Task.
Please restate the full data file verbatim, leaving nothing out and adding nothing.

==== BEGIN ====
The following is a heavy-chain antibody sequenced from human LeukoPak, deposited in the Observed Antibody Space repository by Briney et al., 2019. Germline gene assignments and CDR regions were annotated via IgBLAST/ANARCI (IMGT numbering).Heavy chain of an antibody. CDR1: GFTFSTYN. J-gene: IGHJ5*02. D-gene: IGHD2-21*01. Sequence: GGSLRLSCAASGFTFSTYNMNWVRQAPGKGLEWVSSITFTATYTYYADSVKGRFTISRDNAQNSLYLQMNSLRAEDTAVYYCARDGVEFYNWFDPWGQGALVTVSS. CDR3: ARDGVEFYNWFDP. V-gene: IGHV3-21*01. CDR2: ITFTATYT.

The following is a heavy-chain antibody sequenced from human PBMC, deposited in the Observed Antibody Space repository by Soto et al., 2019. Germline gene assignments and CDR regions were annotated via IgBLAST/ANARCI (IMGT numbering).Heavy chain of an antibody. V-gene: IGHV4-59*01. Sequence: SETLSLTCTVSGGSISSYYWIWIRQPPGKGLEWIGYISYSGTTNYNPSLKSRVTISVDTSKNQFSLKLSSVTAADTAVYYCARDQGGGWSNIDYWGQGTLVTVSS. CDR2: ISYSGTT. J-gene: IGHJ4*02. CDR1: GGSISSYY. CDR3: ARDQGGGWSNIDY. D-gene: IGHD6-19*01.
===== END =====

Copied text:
The following is a heavy-chain antibody sequenced from human LeukoPak, deposited in the Observed Antibody Space repository by Briney et al., 2019. Germline gene assignments and CDR regions were annotated via IgBLAST/ANARCI (IMGT numbering).Heavy chain of an antibody. CDR1: GFTFSTYN. J-gene: IGHJ5*02. D-gene: IGHD2-21*01. Sequence: GGSLRLSCAASGFTFSTYNMNWVRQAPGKGLEWVSSITFTATYTYYADSVKGRFTISRDNAQNSLYLQMNSLRAEDTAVYYCARDGVEFYNWFDPWGQGALVTVSS. CDR3: ARDGVEFYNWFDP. V-gene: IGHV3-21*01. CDR2: ITFTATYT.

The following is a heavy-chain antibody sequenced from human PBMC, deposited in the Observed Antibody Space repository by Soto et al., 2019. Germline gene assignments and CDR regions were annotated via IgBLAST/ANARCI (IMGT numbering).Heavy chain of an antibody. V-gene: IGHV4-59*01. Sequence: SETLSLTCTVSGGSISSYYWIWIRQPPGKGLEWIGYISYSGTTNYNPSLKSRVTISVDTSKNQFSLKLSSVTAADTAVYYCARDQGGGWSNIDYWGQGTLVTVSS. CDR2: ISYSGTT. J-gene: IGHJ4*02. CDR1: GGSISSYY. CDR3: ARDQGGGWSNIDY. D-gene: IGHD6-19*01.